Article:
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Ursa Major Constellation
Constellation Ursa Major the Great Bear Star Map

Ursa Major, the Great Bear (UMa)  

(ER-suh MAY-jur)


The constellation of Ursa Major, the Great Bear, is best viewed in Spring during the month of April. It's brightest star is Alioth at magnitude 1.76. The boundary of the Ursa Major constellation contains 21 stars that host known exoplanets.

Lalande?21185 is the 6th closest star to Earth at 8.3 light years.

      1. Pronunciation:
      2. ER-suh MAY-jur
      1. Meaning:
      2. Great Bear
      1. Genitive:
      2. Ursae Majoris
      1. Abbreviation:
      2. UMa
      1. Asterism:
      2. Big Dipper
      1. Constellation Family:
      2. Ursa Major
      1. Hemisphere:
      2. Northern
      1. Quadrant:
      2. NQ2
      1. Best viewing month*:
      2. April
      1. Circumpolar** (N=northern, S=southern):
      2. N
      1. Right Ascension (avg):
      2. 10h 16m
      1. Declination (avg):
      2. 57° 29'
      1. Brightest star:
      2. Alioth  (1.76)
      1. Stars with planets:
      2. 21



    Double Stars in Ursa Major

    These are the brightest and easiest-to-find double, triple, and quadruple star systems in the constellation Ursa Major.

        1. Star system
        2. Magnitudes
        3. Type
        1. Zeta Ursa Majoris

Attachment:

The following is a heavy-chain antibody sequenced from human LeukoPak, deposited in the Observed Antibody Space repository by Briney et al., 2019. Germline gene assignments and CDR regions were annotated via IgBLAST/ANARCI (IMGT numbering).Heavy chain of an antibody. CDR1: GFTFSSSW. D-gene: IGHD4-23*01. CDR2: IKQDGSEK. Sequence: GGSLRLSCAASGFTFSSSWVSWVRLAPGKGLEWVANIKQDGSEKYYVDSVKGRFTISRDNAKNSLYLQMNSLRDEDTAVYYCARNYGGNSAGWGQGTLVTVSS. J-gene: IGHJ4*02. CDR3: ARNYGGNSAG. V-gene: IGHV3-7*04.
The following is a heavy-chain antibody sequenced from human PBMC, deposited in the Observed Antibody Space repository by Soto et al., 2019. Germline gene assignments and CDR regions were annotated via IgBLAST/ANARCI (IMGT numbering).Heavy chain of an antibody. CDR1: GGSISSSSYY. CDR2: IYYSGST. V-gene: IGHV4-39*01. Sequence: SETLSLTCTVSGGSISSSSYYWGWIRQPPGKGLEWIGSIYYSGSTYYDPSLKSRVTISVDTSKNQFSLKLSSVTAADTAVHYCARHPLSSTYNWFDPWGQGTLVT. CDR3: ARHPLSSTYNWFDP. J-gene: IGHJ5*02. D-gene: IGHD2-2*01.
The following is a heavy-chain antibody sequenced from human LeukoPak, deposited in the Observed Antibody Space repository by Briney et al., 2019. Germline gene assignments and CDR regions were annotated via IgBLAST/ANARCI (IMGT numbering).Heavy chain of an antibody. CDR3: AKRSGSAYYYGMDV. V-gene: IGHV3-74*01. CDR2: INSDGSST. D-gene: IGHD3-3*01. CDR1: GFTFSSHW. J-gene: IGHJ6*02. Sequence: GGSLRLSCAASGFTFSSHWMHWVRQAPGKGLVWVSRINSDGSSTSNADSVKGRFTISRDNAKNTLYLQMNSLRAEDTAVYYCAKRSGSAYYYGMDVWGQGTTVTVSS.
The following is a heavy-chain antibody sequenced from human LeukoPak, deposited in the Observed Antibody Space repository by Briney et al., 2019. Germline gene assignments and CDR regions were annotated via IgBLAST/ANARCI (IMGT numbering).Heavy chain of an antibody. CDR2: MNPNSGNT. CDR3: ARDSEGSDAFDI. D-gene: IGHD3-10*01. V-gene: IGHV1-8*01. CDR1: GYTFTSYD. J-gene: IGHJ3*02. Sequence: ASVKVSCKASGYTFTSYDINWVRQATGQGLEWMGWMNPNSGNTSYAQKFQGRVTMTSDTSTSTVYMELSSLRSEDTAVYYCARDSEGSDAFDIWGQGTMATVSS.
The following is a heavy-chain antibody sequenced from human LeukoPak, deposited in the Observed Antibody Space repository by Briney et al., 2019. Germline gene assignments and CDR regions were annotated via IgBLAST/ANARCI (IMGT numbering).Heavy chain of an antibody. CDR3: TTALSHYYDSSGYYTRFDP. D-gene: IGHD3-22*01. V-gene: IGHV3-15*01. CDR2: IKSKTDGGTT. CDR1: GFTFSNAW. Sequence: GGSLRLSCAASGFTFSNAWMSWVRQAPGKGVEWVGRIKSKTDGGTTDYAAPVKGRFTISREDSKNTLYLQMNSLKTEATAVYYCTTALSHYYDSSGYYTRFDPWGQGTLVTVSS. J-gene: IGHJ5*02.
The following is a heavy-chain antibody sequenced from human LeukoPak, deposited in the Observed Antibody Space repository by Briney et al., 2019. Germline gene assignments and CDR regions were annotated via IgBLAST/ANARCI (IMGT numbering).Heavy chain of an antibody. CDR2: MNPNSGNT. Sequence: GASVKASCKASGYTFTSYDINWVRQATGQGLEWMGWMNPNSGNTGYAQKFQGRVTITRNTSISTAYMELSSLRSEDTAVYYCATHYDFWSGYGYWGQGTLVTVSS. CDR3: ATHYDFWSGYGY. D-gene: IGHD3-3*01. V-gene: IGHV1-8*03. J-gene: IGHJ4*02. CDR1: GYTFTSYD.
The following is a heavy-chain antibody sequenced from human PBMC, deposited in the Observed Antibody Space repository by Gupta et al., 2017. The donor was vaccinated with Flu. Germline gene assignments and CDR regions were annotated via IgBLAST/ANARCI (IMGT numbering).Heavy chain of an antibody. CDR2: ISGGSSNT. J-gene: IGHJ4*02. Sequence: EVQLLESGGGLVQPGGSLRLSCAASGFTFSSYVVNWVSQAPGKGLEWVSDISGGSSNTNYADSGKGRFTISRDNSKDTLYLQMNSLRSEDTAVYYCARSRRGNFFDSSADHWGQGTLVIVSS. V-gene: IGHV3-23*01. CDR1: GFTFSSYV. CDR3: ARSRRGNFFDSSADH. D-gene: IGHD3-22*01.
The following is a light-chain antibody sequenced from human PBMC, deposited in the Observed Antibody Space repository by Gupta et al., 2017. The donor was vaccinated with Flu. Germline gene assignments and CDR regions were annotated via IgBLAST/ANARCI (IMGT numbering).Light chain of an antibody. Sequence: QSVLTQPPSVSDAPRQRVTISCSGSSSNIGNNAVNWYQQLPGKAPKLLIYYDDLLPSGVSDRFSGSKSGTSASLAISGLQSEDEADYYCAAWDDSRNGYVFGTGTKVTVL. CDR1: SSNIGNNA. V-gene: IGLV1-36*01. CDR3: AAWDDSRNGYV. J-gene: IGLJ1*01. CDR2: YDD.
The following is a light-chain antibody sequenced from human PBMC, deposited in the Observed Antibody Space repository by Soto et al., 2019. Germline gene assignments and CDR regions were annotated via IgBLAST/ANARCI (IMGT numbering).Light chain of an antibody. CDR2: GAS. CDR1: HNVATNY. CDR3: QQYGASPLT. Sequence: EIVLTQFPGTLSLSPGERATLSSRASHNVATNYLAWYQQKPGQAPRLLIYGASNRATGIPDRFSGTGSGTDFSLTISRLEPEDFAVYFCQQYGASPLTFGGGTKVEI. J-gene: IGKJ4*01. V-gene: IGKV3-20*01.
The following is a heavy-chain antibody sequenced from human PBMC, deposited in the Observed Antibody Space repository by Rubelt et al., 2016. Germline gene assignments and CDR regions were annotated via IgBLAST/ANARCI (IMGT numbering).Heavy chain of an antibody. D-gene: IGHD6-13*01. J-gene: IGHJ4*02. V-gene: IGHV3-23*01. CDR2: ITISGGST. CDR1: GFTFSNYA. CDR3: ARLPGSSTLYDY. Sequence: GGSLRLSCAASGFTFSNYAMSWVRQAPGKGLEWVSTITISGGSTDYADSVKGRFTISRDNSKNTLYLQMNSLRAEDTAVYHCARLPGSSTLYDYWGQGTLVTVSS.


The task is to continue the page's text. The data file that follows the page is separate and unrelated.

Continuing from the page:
2. 2.2, 3.9, 4.0
        3. triple



      Nebulae in Ursa Major

      The most notable, famous, and easy-to-find nebulae in the constellation Ursa Major :

          1. Nebula name
          2. Catalog #
          3. Nebula type



        Galaxies in Ursa Major

        The most notable, famous, and easy-to-find galaxies in the constellation Ursa Major :

            1. Galaxy name
            2. Catalog #
            3. Galaxy type



          Black Holes in Ursa Major

          These are the most well-known smaller (non-supermassive) black holes in the constellation Ursa Major. Although black holes cannot be seen directly, the smaller ones are at the center of some star clusters and supernova remnant nebulae, which can be seen. Supermassive black holes are at the center of most galaxies, such as Sagittarius A* at the center of our Milky Way galaxy.

              1. Black hole
              2. Type
              1. KV UMa
              2. stellar
              1. M82 X-1
              2. intermediate
              1. SDSS J120136
              2. double



            Exoplanets in Ursa Major

            These are the most notable named exoplanet systems known in the constellation Ursa Major. Bear in mind that we will likely discover billions of exoplanets in the years to come.

                1. Host star name
                2. Exoplanet name

              * For southern latitudes, flip the season listed. For example, if a constellation is listed as best viewed in the summer in the month of July, in the southern hemisphere the constellation would be best viewed in the winter in January and would be upside-down.

              ** Circumpolar constellations are visible year-round in the hemisphere listed (and not at all in the opposite).